It is not sufficient that we live our lives in a moral and just fashion, it is put upon us that we live to our potential.
 
JustATourist
#5 Posted : 7/20/2017 1:32:48 AM

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The data available on the subject of intelligence and religiosity seems to show that there is a negative correlation between the two (the more intelligent the person, the less likely it is to be religious).

Average intelligence predicts atheism rates across 137 nations (Lynn, Harvey, Nyborg, 2009).
http://www.sciencedirect...e/pii/S0160289608000238

IQ predicts atheism rates, monogamy rates, and liberal values (Kanazawa, 2009).
https://www.cambridge.or...82668151084DF2E9DC5C0AF

IQ is positively associated with breastfeeding rates, immunization rates, rates of mammography screening, and negatively associated with teen fertility rates and infant mortality rates (Reeve, Basalik, 2011).
http://www.sciencedirect...le/pii/S0160289610001157
 
Northerner
#6 Posted : 7/20/2017 2:13:35 AM

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I think these correlations are based upon people believing in organised religious groups JustATourist, not based on actual spirituality. It's plainly obvious for many people including myself, that generally, written versions of what "God" is fall into the fairy tale category and the majority of religious people are not actually spiritual at all. Just members of the "God Club". (please excuse me religious Nexians, I'm talking generalities and personal opinion here)

When I compare myself, childhood religious brainwashing stage, to now, I am far more spiritual. Despite this I wouldn't qualify in statistical criteria and I fear I would be called atheist rather than agnostic (which I'm not either). There isn't even a statistical category or term for people who have self defined spiritual understanding. Who can coin a term for this?

If animals are able to define their own spiritual existence through their understanding would there be a term for that? Spirit creatures? Would that make those among us who don't go in the defined, man made, boxes also spirit creatures? Pleased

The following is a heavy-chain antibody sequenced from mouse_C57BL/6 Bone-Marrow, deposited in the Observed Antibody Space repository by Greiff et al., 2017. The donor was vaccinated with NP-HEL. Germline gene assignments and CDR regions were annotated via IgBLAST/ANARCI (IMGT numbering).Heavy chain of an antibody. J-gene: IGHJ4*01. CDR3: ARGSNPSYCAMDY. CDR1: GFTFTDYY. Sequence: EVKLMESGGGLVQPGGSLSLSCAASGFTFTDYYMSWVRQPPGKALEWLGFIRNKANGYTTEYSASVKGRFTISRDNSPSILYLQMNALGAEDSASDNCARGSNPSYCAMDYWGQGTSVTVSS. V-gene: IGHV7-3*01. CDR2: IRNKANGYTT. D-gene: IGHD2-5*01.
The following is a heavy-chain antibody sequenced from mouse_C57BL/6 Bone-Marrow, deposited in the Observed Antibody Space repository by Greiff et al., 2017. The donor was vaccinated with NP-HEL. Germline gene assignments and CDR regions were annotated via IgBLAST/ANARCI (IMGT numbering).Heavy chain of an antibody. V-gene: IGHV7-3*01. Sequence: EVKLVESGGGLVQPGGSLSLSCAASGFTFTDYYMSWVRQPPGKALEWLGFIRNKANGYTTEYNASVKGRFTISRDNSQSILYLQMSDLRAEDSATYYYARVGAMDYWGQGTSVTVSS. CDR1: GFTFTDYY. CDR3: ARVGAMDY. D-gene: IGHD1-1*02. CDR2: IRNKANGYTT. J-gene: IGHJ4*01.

It is not sufficient that we live our lives in a moral and just fashion, it is put upon us that we live to our potential.
 
dragonrider
#7 Posted : 7/20/2017 1:05:20 PM

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Northerner wrote:
So as we look down through the castes of the animal kingdom we see less and less of traits like empathy and compassion and primal instincts become more prevalent. With the gentler traits come the social structures you were talking about DR.

I think that in the evolution of the human species, this must have been a Mutual, two-way stream proces: the more advanced our social intelligence became, the more advanced our society's must have become as well, and the more complex our social environment became, on the other hand, the more important our social intelligence became as well..

An interesting detail here may be, that as far as i know, the only animals that have passed the mirror/self-awarenes test (a test to see whether an animal can recognise itself in the mirror), are social animals.

The proces of evolution is Always based on quality's that are already present, so some of the core-quality's on wich human intelligence is based must be present in solitary animals as well. But i think the social dimension has realy pushed the human evolution into a more intellectual as well as spiritual direction.
 
Jees
#8 Posted : 7/20/2017 2:01:40 PM

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Why is it that intellectualism and spirituality are so often put into opposites?

I've been at some theosophical meetings and I was surprised how eagerly they embrace any scientific item while they are a religion still, they were discussing the double slit experiment and its implications for that matter. After that they tried to fit that into their guidelines, not to serve their guidelines but to complement the two sides into each other, as if it cannot and should not be opposite things, as if they principally put that they must be talking about the very same thing in the end. I'm not suggesting they succeeded in the co-ax but there was an intellectual opening within spirituality as a fundament. It's possible.

Vise verse:


Wise Guy Thinks He Can Prove God
Well that was a funny spin Big grin
But what I wanted to aim at is, in the end spirituality and intellectualism can and should meet at some point if they both are flexible and willing enough.

If "The Old Book said" is the only and ultimate definition of spirituality, then the problem lies exactly there by framing the term into that. This might be the consensus alright Sad

If a shaman sings an Icaro and I feel better I need nobody to say it's BS and I have no problem accepting that once later it might be explained by quantum physic relationships and I would love to see that happening. Wouldn't that be something!
Love


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Mindlusion
#9 Posted : 7/20/2017 3:38:20 PM

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Jees wrote:
Why is it that intellectualism and spirituality are so often put into opposites?



Maybe this way because intellectuals have a tendency to become self-obsessed with the products of their mind. Mental masturbation. Perhaps present in the divide in particle physics, the strong pet theories of quantum gravity and string theory with little attempt to connect to the two. Of course, not every intellectual minded person fits into this extreme.